Ian Buxton completes a hat-trick with his latest tome that follows on the back of the successes of 101 Whiskies to Try Before You Die and the World whisky brethren. I enjoyed the debut that broke free of the tiresome rusty shackles often associated with whisky literature. The current boom for whisky applies to written word and every expert and professional blogger seems to have a book in the pipeline. In comparison at least Ian has some provenance and expertise on the subject and isn’t afraid to be candid about past events.
The global-focused sequel somehow managed to escape my finely tuned malt radar. Perhaps I was on the lookout for some obscure Japanese whisky and overlooked the home market – this can happen. Always an avid reader of whisky books, I couldn’t resist picking up another instalment and settling down with his latest compilation of legends this week.
If you approach this book expecting a list of iconic, rarely seen, priced out of reach whiskies then you will be disappointed. Legends isn’t a countdown of the greatest or the most outlandishly priced whiskies bottled by mankind. Rather, Ian has taken a refreshing approach to create a handheld summary of some whisky nuggets. Expect more variety than the title suggests from rare bottles, to oddities and bygone distilleries. Ian has also injected his own opinions and sense of fun making the resulting experience far more enjoyable than a book that rests solely on tasting notes.
There are some surprising inclusions that highlight his approach to the ‘legendary’ labelling such as the Ardbeg Galileo, Lagavulin Distiller’s Edition and The Glenlivet 18 year old. Each selection is justified and ultimately seems to fit within the overall scope of an unlikely assortment. The feeling is that whisky has a rich and detailed history, yet there is so much to appreciate in existence today. Let’s also not forget about the fun aspect of drinking and sharing with friends that is so overlooked now. Some legends are just that, waiting to be debunked and others will (almost) never be seen on the open market again.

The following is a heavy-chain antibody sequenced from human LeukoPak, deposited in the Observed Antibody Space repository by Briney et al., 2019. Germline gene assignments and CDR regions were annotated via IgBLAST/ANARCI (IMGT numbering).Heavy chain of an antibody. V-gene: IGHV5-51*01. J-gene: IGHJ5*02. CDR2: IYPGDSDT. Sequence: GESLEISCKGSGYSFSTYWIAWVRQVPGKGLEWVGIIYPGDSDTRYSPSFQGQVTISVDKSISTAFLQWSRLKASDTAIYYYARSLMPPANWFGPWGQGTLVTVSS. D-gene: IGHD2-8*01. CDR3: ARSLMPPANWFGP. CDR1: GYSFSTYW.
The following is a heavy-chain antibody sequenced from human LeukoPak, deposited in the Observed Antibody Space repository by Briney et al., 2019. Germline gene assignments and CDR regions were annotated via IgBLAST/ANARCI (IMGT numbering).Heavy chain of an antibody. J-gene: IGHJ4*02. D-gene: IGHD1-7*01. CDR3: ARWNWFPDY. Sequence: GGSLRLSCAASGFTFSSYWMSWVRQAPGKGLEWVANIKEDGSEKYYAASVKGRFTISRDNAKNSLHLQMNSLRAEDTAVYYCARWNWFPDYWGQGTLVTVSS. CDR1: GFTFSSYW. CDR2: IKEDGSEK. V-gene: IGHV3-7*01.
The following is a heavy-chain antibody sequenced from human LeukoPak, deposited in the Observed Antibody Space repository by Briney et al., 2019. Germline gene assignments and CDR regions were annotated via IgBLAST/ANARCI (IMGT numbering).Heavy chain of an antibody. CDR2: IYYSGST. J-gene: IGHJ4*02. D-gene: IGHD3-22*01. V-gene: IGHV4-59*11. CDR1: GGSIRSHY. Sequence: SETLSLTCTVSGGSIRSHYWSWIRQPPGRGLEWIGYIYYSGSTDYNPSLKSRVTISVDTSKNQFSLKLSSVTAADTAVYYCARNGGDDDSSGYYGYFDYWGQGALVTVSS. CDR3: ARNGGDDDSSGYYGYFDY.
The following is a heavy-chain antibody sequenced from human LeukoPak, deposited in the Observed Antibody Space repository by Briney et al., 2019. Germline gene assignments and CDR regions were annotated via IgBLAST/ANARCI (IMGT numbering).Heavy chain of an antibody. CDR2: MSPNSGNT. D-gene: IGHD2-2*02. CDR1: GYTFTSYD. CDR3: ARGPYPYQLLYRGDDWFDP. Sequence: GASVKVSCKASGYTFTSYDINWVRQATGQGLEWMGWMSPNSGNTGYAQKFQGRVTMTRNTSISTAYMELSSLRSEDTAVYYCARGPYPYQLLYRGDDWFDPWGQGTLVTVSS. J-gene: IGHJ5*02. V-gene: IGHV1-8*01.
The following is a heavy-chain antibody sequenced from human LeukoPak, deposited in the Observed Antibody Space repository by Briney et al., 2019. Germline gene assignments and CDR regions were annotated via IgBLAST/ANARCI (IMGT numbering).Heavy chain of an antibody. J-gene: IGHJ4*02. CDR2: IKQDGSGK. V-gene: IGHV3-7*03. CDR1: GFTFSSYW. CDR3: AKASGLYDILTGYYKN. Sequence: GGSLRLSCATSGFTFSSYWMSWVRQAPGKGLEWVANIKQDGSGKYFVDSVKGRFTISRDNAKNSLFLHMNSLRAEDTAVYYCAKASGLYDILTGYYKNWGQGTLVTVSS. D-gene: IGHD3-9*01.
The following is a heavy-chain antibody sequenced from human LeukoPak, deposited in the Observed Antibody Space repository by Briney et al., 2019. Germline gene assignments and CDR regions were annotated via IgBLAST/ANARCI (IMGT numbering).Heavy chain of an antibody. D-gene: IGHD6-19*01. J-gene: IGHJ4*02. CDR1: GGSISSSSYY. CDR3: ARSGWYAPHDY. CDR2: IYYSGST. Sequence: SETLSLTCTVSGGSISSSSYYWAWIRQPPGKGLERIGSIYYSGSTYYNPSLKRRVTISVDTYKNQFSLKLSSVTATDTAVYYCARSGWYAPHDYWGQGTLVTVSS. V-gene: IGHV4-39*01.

Yes, there are some spectacular legends such as the Dalmore 50 and Bowmore 1957; these being recent ultra-premium bottling’s from distilleries. As an enthusiast I already know about such examples although Ian does provide his own insights and anecdotes during their pages. I found reading about the Glenmorganie Walter Scott miniature and other oddities interesting and ultimately educational. Lesser known closed distilleries also feature in the countdown and prove to be insightful and rewarding. After all, the current fad is super-aged and premium-priced whisky for the luxury and international collector/investor market. Such bottles are never publicity shy, grabbing all the headlines rarely to be drunk or seen again. When the bubble bursts, which it will readers, then we may start to see these bottles being dusted down and flogged as the luxury collectors go into meltdown. It’s nice to revive some long forgotten blends and distilleries and put the spotlight on them for a couple of pages.
For less than the price of a very cheap blend this is a handy sized accompaniment that you can dip in and out of now and again. It might not form the market view of what a reference guide should look like yet those nuggets of information regarding rare blends that sometime appear for auction is welcome. At least when I next see a Pattisons whisky, I’ll know which book to consult.